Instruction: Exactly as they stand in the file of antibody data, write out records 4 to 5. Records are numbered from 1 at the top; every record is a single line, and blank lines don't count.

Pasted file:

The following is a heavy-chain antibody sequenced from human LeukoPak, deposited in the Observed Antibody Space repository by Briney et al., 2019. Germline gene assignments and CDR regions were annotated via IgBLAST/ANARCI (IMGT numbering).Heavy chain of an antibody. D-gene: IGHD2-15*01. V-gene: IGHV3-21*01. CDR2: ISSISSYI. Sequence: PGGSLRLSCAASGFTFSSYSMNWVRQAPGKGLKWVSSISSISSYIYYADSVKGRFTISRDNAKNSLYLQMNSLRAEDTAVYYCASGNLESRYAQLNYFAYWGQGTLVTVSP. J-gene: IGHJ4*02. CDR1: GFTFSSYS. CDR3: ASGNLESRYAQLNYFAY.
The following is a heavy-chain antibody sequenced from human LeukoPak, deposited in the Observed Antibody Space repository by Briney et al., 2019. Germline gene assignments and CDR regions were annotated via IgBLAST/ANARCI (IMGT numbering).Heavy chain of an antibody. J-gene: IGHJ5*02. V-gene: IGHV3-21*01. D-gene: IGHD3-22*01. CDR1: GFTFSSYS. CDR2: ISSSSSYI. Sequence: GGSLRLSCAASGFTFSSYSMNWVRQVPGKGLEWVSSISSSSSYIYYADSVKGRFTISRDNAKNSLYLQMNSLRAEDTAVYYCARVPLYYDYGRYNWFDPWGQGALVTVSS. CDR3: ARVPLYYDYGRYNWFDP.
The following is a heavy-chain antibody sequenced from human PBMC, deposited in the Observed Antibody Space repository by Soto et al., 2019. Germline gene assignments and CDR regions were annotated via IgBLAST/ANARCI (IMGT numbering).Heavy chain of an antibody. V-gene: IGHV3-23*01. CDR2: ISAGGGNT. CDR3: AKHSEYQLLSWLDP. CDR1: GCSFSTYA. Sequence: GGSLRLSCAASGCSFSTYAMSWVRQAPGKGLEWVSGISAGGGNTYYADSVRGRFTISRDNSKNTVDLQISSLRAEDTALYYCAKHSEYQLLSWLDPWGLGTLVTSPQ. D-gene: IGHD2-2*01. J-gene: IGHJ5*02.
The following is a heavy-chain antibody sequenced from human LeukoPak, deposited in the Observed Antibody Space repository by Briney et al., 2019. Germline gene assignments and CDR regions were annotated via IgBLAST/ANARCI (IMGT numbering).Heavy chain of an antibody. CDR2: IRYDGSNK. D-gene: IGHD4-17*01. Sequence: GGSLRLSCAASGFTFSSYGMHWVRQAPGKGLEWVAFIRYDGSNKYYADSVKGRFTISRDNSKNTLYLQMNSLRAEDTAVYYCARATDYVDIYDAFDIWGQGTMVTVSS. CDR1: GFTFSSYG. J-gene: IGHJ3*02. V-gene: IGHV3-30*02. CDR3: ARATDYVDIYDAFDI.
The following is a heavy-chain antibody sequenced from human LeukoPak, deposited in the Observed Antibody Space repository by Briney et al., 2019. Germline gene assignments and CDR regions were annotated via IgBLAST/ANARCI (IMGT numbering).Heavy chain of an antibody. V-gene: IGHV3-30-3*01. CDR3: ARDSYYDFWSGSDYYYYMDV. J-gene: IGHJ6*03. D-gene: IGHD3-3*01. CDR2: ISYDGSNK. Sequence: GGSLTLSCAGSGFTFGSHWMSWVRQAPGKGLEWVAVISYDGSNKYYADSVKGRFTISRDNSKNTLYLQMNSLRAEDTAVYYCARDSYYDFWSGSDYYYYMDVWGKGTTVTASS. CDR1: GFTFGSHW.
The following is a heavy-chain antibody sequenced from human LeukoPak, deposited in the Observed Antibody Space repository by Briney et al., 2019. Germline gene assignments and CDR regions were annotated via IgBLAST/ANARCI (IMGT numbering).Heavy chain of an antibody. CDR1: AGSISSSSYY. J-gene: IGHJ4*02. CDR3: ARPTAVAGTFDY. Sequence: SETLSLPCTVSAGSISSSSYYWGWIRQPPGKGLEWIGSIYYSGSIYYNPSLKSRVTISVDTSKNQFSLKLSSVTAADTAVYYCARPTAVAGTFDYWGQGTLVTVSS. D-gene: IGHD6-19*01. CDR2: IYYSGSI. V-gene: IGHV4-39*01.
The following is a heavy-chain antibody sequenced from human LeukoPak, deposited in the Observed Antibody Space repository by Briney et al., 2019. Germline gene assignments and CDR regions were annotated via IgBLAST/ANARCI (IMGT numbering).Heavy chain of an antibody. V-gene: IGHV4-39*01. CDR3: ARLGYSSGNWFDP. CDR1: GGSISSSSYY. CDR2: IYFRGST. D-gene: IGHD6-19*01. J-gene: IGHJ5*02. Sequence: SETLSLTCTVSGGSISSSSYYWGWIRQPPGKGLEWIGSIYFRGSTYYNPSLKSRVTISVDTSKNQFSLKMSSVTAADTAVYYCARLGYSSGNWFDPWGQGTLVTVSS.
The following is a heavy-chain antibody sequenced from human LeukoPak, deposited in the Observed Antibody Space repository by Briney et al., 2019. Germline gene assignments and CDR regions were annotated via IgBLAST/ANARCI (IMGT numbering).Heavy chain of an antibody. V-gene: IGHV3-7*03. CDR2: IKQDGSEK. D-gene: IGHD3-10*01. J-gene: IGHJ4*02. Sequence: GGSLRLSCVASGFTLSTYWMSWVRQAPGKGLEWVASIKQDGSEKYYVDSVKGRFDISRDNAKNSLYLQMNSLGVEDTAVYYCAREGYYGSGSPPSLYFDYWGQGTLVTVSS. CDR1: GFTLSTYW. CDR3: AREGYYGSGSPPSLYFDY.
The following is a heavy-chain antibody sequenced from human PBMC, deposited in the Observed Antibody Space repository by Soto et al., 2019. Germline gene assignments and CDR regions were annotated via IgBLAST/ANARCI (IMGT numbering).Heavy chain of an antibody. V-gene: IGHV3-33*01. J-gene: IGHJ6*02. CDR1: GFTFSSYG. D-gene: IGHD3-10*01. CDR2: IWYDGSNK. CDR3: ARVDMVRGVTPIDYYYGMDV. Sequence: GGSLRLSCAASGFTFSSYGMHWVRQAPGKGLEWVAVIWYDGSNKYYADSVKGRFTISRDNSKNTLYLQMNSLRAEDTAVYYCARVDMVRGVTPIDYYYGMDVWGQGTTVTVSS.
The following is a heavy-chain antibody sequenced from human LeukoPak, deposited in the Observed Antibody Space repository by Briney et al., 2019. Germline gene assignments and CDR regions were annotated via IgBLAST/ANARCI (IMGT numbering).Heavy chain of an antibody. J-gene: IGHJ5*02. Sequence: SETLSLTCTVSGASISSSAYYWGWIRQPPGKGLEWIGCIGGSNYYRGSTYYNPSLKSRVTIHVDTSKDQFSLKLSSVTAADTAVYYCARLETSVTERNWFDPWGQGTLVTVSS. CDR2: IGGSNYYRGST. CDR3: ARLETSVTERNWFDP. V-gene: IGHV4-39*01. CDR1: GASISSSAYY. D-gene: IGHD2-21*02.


The following is a heavy-chain antibody sequenced from human LeukoPak, deposited in the Observed Antibody Space repository by Briney et al., 2019. Germline gene assignments and CDR regions were annotated via IgBLAST/ANARCI (IMGT numbering).Heavy chain of an antibody. CDR2: IRYDGSNK. D-gene: IGHD4-17*01. Sequence: GGSLRLSCAASGFTFSSYGMHWVRQAPGKGLEWVAFIRYDGSNKYYADSVKGRFTISRDNSKNTLYLQMNSLRAEDTAVYYCARATDYVDIYDAFDIWGQGTMVTVSS. CDR1: GFTFSSYG. J-gene: IGHJ3*02. V-gene: IGHV3-30*02. CDR3: ARATDYVDIYDAFDI.
The following is a heavy-chain antibody sequenced from human LeukoPak, deposited in the Observed Antibody Space repository by Briney et al., 2019. Germline gene assignments and CDR regions were annotated via IgBLAST/ANARCI (IMGT numbering).Heavy chain of an antibody. V-gene: IGHV3-30-3*01. CDR3: ARDSYYDFWSGSDYYYYMDV. J-gene: IGHJ6*03. D-gene: IGHD3-3*01. CDR2: ISYDGSNK. Sequence: GGSLTLSCAGSGFTFGSHWMSWVRQAPGKGLEWVAVISYDGSNKYYADSVKGRFTISRDNSKNTLYLQMNSLRAEDTAVYYCARDSYYDFWSGSDYYYYMDVWGKGTTVTASS. CDR1: GFTFGSHW.